Definition Of A Stationary Front – What Weather Is Associated With It?

Those who regularly watch weather reports are most likely to be familiar with well known terms like cold fronts as well as warm fronts.

However, as well as these two terms there is also a frontal system which is much less well known which is called a stationary front.

Definition Of A Stationary Front - What Weather Is Associated With It

Since this term is much less commonly it is unlikely that everyone knows what its definition is as well as the contexts in which it is utilized.

And just because the term is used much less frequently, this does not mean it is any less important than the more commonly used terms. 

For a quicker answer, a stationary front is defined as a frontal system which will form at a location which is fixed when two different air masses meet each other and in a situation where neither of the masses will be strong enough to replace the other.

If then an air mass will gain more strength, or in a situation where the wind direction changes, this front will start to move again either now as a cold or a warm front, dependent on which of the air masses ends up being dominant.

Generally speaking, any conversations surrounding weather are dominated by talking about either warm or cold fronts.

However, the aforementioned stationary as well as occluded fronts are often overlooked in spite of the significance they have when it comes to forecasting and predicting the weather conditions in a certain location.

The rest of this article will go more in-depth surrounding the definition of a stationary front as well as looking at what different weather conditions are associated with conversation surrounding this weather type.

What Is A Stationary Front?

Even though a quick definition of a stationary front has been provided in the introductory segment, there is more to the definition which has not been properly explained and needs a dedicated section.

This is similar to all weather fronts, and it is good to have a clear definition to make sure you are not misspeaking when it comes to talking about forecasts and the weather.

This section will also help with exploring the characteristics of a stationary front which have not been explored yet.

A stationary front, as has been alluded to, is a frontal system which is formed at a fixed location, and it is made when the two air masses come together, however, neither of them has enough strength to be able to displace and replace the other air mass.

This does not last forever and will end when one of the air masses gains more strength. It can also end if the direction of the wind changes.

Once this happens the conjoined mass will continue moving in the same direction just this time as whichever mass ended up being stronger.

While a stationary front will tend to remain in a single position, this does not mean that the weather conditions which are inside it will come to a stand still as well, this is also the same when it comes to considering the state of the air movement inside the stationary front as well.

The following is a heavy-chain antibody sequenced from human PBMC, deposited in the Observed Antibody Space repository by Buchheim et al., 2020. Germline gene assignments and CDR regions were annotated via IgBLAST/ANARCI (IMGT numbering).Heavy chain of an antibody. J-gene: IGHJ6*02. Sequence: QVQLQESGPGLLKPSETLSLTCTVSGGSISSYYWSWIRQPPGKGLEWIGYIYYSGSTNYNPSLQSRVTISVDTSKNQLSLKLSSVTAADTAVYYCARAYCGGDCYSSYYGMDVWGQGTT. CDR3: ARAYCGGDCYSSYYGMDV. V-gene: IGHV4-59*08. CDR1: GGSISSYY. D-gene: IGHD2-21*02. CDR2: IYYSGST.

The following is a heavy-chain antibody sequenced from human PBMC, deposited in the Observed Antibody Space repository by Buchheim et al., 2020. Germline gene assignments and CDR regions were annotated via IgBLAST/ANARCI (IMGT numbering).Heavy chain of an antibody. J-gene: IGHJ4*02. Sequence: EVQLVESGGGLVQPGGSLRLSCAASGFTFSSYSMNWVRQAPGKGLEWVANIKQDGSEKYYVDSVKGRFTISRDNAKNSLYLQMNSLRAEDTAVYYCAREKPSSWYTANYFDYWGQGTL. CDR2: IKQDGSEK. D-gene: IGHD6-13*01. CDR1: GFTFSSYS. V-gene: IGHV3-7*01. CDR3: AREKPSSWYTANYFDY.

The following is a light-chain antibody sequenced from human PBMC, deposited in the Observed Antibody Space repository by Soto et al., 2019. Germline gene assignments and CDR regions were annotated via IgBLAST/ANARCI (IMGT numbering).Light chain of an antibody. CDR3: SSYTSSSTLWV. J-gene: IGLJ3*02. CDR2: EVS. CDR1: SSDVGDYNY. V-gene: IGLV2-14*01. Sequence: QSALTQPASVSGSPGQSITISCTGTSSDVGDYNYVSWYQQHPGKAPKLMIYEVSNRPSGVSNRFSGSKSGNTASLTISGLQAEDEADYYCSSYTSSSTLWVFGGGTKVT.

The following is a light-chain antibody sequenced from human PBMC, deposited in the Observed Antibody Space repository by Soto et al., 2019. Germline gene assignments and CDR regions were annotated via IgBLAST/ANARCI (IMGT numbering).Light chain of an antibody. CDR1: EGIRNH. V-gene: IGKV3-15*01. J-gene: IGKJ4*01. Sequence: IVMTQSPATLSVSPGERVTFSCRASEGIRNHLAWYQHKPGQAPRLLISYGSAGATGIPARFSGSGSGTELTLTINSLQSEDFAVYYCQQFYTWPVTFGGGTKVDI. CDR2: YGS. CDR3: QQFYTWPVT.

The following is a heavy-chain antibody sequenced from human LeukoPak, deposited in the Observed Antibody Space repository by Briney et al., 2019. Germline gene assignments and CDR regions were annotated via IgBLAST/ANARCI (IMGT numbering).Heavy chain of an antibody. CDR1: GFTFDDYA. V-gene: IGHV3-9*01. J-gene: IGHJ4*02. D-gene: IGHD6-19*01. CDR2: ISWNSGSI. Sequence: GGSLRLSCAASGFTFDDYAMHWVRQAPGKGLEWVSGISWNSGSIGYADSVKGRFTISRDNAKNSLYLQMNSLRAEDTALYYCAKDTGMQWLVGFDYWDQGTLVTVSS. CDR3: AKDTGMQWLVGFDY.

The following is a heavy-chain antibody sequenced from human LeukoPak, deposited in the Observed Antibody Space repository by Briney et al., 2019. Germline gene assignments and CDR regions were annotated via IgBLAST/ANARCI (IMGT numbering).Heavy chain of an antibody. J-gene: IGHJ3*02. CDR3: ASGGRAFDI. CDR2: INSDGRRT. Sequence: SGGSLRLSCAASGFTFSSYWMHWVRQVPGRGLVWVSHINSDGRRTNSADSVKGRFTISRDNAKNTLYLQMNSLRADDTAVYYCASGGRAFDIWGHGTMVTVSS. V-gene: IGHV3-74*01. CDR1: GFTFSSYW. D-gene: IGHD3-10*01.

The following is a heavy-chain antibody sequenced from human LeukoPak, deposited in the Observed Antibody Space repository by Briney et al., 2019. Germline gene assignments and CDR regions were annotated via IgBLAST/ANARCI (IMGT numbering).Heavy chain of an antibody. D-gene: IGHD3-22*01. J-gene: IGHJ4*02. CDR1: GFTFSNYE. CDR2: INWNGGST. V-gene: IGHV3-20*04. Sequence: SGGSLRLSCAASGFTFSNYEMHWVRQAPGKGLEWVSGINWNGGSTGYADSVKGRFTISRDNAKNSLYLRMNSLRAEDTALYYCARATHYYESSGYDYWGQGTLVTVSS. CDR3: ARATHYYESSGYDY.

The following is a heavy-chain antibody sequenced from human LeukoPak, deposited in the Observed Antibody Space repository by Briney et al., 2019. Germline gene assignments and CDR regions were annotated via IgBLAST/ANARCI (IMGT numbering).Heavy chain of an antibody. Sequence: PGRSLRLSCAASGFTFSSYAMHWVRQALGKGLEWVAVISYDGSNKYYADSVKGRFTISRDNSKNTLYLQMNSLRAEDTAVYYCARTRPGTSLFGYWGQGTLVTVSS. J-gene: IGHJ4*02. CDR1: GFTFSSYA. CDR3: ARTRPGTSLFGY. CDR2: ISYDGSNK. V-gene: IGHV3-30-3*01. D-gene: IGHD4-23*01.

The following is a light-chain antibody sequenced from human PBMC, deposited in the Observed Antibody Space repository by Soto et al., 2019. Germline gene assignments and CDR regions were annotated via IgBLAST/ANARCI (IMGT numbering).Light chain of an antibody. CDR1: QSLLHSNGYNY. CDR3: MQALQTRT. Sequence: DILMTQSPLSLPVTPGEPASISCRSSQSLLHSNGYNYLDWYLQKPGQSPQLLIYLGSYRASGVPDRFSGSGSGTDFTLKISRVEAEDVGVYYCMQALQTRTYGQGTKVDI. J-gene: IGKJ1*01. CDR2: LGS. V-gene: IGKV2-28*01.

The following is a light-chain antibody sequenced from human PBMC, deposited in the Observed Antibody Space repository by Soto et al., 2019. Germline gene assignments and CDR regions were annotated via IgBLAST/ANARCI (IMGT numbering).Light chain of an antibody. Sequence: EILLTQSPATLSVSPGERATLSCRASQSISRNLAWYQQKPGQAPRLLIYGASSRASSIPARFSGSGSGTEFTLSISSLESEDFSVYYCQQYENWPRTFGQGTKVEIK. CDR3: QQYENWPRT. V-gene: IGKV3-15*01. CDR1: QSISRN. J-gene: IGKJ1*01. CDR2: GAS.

So while the name and the initial description of a stationary front implies that the weather conditions come to a standstill and that there will be few changes until one of the air masses ends up being stronger, the truth, which will be explored in the upcoming sections, is that the weather and air conditions can remain to be quite dynamic within a stationary front.

How Does A Stationary Front Form?

As has been previously mentioned in the last two sections, a stationary front is formed when two air masses meet but neither of them have enough force to be able to replace and displace the other one, so they are stuck next to each other until circumstances arise where one gains enough strength to continue moving.

A stationary front will usually occur in a situation where a warm front and a cold front catch up with each other when they are moving.

Some people describe a stationary front as a kind of stalemate as both of the fronts are similar enough in power to not be able to move the other one and become dominant.

This stationary front will usually remain in the same location, and it can sometimes be there for up to days at a time in this stalemate. 

In the location of the stalemate it is expected to bring about extended periods of time with miserable and dreary weather which will be further emphasized in the following section.

However, after this period of time, it can be expected that this front will be able to begin moving again.

This will be because of one of the two conjoining air masses being able to gain strength, or in the circumstance wherein a change in the wind direction changes leading to the stationary front being able to finally move again.

This means the stationary front will now become a faster moving front which moves forward and could be either a cold or warm front.

This decision between the stationary front becoming either a cold front or a warm front is fully dependent on which of the two fronts which the stationary front had comprised of becomes dominant.

Definition Of A Stationary Front - What Weather Is Associated With It (1)